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Home ▸ Catalog ▸ |Roman Coins| ▸ |Crisis and Decline| ▸ |Otacilia Severa||View Options:  |  |  | 

Otacilia Severa, Augusta February or March 244 - September or October 249 A.D.

Severa and Philip may have been the first Christian imperial couple. They were certainly tolerant towards Christianity and ended the persecution. It may have been through her intervention, for instance, that Saint Babylas the Bishop of Antioch was saved from persecution. Their beliefs are, however, unproven. Severa was in Rome at that time and when the news of her husband's death arrived. Their son was murdered in her arms by the Praetorian Guard. Severa survived and lived on in obscurity.


Otacilia Severa, Augusta February or March 244 - September or October 249 A.D.

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Pudicitia was the personification of modesty and chastity. The empress Lucilla apparently felt she had too much chastity and her husband too little. It was not considered adultery for a Roman husband to have sex with slaves or unmarried women. The historian Spartianus wrote that after Lucilla complained, Lucius Verus reproached her: "Uxor enim dignitatis nomen est, non voluptatis" (Wife is the name of dignity, not bliss).
RS87841. Silver antoninianus, RIC IV 123c, RSC IV 53, Hunter III 2, SRCV III 9159, Choice gVF, excellent portrait, full circles centering, attractive toning, flow lines, reverse die wear, some light marks and scratches, weight 4.253 g, maximum diameter 23.1 mm, die axis 180o, Rome mint, 244 - 245 A.D.; obverse MARCIA OTACIL SEVERA AVG, diademed and draped bust right on a crescent; reverse PVDICITIA AVG (virtue of the Empress), Pudicitia seated left, drawing veil from face with right hand, long transverse scepter in left hand; $100.00 SALE |PRICE| $90.00
 


Otacilia Severa, Augusta February or March 244 - September or October 249 A.D.

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Pudicitia, modesty and chastity, was for Romans the highest regarded female virtue. For an unmarried girl, pudicitia meant virginity. For a wife, it meant faithfulness and devotion to her husband. Romans loved the story of Arria, an ultimate example of Roman pudicitia. When the emperor Claudius ordered her husband Paetus to end his own life, he hesitated. Arria took his dagger and stabbed herself to set an example, saying, "Paetus, it doesn't hurt."
RB87843. Orichalcum sestertius, RIC IV 209a, Cohen V 55, SRCV III 9169, Hunter III - (p. cxi), F, well centered, porosity, closed flan crack, weight 15.440 g, maximum diameter 29.9 mm, die axis 0o, Rome mint, c. 244 - 245 A.D.; obverse MARCIA OTACIL SEVERA AVG, diademed draped bust right; reverse PVDICITIA AVG (virtue of the Empress), Pudicitia seated left, drawing veil from face with right hand, long transverse scepter in left hand, S C (senatus consulto) in exergue; $80.00 SALE |PRICE| $72.00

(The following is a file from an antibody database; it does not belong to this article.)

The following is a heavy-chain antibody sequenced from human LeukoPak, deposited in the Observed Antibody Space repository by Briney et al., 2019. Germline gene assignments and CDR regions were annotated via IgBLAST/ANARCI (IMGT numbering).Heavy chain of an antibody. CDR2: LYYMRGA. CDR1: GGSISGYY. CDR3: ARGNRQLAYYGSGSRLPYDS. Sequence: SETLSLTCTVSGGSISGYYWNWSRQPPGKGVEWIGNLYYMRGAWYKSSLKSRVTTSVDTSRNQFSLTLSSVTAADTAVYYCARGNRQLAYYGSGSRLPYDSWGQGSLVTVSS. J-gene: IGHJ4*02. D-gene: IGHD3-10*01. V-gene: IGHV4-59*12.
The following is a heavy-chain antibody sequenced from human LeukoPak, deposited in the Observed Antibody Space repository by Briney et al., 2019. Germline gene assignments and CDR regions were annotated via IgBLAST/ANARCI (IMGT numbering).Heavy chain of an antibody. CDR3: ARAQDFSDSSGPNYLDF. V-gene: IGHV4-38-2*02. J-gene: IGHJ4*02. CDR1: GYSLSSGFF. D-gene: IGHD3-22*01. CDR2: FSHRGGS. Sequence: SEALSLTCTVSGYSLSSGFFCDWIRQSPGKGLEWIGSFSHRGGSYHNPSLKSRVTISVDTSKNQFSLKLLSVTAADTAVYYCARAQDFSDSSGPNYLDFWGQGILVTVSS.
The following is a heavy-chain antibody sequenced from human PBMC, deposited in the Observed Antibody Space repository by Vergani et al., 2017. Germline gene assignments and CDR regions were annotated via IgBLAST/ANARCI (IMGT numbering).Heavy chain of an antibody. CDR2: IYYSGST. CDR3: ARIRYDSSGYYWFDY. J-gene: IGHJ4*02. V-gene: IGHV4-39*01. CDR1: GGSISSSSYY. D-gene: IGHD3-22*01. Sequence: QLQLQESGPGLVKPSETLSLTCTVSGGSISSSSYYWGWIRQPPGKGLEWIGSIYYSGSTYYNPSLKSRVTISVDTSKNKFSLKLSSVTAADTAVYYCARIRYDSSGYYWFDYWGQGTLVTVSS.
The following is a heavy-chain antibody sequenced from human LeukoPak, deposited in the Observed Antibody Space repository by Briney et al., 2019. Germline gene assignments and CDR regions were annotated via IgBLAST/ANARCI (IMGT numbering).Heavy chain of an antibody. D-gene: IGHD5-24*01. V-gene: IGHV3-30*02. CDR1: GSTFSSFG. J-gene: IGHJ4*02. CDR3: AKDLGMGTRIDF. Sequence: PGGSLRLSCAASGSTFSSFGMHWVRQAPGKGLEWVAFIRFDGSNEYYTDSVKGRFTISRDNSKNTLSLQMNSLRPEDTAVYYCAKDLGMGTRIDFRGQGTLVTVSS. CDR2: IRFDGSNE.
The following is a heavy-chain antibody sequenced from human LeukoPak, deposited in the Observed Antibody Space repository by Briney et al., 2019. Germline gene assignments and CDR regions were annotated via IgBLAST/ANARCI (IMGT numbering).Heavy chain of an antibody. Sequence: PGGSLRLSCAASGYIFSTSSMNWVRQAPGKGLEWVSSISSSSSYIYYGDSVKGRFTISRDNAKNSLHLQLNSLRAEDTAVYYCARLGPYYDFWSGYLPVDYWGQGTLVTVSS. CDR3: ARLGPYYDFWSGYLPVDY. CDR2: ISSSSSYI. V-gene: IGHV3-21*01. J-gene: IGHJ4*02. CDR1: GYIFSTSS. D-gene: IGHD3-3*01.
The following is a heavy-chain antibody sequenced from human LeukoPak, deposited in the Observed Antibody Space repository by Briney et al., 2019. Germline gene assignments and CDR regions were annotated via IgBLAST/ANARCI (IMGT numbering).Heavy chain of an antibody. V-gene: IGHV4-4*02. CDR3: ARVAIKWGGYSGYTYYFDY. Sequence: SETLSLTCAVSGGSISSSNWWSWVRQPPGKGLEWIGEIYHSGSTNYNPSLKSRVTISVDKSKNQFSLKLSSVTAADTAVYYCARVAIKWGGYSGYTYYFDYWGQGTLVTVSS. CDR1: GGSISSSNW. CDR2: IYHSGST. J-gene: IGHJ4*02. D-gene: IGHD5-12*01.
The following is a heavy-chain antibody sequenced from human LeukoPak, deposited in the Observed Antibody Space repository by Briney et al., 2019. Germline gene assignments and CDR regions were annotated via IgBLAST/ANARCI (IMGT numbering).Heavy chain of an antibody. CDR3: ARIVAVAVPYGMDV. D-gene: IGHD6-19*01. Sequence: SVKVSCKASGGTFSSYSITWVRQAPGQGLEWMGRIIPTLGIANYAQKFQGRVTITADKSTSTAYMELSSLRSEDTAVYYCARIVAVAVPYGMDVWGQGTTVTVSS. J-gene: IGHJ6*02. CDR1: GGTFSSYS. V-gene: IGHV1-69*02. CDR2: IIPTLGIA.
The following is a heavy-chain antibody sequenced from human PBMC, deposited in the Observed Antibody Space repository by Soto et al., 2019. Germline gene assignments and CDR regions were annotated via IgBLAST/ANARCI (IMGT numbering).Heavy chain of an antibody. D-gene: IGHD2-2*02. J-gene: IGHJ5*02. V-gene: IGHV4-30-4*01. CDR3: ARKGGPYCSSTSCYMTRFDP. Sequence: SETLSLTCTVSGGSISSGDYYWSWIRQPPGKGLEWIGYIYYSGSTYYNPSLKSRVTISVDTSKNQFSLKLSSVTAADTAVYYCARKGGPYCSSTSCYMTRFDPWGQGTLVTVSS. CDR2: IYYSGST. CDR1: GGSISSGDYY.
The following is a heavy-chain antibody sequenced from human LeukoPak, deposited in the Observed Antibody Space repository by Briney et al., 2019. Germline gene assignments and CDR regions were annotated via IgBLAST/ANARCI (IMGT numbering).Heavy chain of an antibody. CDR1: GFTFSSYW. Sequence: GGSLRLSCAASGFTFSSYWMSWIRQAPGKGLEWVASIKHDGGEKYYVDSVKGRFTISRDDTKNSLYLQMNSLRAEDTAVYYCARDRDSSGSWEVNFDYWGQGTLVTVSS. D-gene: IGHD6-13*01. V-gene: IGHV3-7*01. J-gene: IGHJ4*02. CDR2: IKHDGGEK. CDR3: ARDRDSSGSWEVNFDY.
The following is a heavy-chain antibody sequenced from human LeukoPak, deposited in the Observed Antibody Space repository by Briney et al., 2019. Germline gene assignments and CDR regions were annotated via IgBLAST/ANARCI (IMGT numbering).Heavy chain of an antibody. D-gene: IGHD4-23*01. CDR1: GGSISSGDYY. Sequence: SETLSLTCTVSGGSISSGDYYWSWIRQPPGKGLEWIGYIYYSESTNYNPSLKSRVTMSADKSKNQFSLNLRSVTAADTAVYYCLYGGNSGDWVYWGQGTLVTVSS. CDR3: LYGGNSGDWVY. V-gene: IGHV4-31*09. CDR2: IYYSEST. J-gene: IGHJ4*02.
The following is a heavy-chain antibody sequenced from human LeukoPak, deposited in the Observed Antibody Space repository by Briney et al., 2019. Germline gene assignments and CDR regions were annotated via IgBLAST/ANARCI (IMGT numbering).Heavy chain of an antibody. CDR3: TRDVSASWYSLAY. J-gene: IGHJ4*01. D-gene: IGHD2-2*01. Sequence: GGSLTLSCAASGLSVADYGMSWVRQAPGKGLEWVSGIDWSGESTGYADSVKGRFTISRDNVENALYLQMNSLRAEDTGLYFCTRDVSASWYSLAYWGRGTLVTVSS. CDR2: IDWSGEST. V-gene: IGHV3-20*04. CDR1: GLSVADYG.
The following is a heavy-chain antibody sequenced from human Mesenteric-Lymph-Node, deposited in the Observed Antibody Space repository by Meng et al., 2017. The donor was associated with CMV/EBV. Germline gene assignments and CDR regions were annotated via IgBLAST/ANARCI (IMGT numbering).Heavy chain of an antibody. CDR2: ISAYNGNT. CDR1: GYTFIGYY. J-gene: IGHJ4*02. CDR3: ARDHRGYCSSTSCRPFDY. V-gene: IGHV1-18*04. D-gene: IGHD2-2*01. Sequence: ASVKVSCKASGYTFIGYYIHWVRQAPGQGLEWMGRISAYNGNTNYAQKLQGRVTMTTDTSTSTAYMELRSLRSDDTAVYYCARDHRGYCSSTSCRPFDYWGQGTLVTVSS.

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From the issue celebrating the 1000th anniversary of the founding of Rome. Celebrations included display of many exotic animals including, it seems, a hippopotamus.
RS76152. Silver antoninianus, RIC IV P116b, RSC IV 63, Hunter III 10, SRCV III 9160, Choice EF, near perfect centering and strike, much luster, excellent portrait, weight 4.040 g, maximum diameter 22.6 mm, die axis 180o, 4th officina, Rome mint, 248 A.D.; obverse OTACIL SEVERA AVG, draped bust right, wearing stephane, hair in horizontal ridges, plait up the back of head, crescent behind shoulders; reverse SAECVLARES AVGG (Secular games [provided by] the Emperors), hippopotamus standing right, IIII (4th officina) in exergue; SOLD







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OBVERSE| LEGENDS|

MARCIAOTACILIASEVERAAVG
MARCIAOTACILSEVERAAVG
MARCOTACILSEVERA
MARCOTACILSEVERAAVG
MOTACILSEVERAAVG
OTACILSEVERAAV


REFERENCES|

Banti, A. & L. Simonetti. Corpus Nummorum Romanorum. (Florence, 1972-1979).
Bland, R. "Dr. Bland's List for Philip I and Family" - http://ettuantiquities.com/Philip_1/Philip1-Bland-list.htm
Calicó, X. The Roman Avrei, vol. 2: From Didius Julianus to Constantius I, 193 AD - 335 AD. (Barcelona, 2003).
Cohen, H. Description historique des monnaies frappées sous l'Empire Romain, Vol. 5: Gordian I to Valerian II. (Paris, 1885).
Mattingly, H., E. Sydenham & C. Sutherland. The Roman Imperial Coinage, Vol IV, From Pertinax to Uranius Antoninus. (London, 1986).
Muona, J. "The Imperial mints of Philip the Arab" - https://www.forumancientcoins.com/Articles/Philip_Arab/index.html
Óvári, F. "Philippus antiochiai veretu antoninianusairól" in Numizmatikai Közlöny 88/89 (1989/90), pp. 41 - 48.
Robinson, A. Roman Imperial Coins in the Hunter Coin Cabinet, University of Glasgow, Vol. III. Pertinax to Aemilian. (Oxford, 1977).
Seaby, H. & D. Sear. Roman Silver Coins, Volume IV, Gordian III to Postumus. (London, 1982).
Sear, D. Roman Coins and Their Values III, The Accession of Maximinus I to the Death of Carinus AD 235 - AD 285. (London, 2005).
Thibaut, M. Antoniniani from the Mint of Antioch Under the Reign of Philip the Arab (244-249 AD) - http://marchal.thibaut.free.fr/e_index.htm
Vagi, D. Coinage and History of the Roman Empire. (Sidney, 1999).

Catalog current as of Saturday, August 24, 2019.
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Roman Coins of Otacilia Severa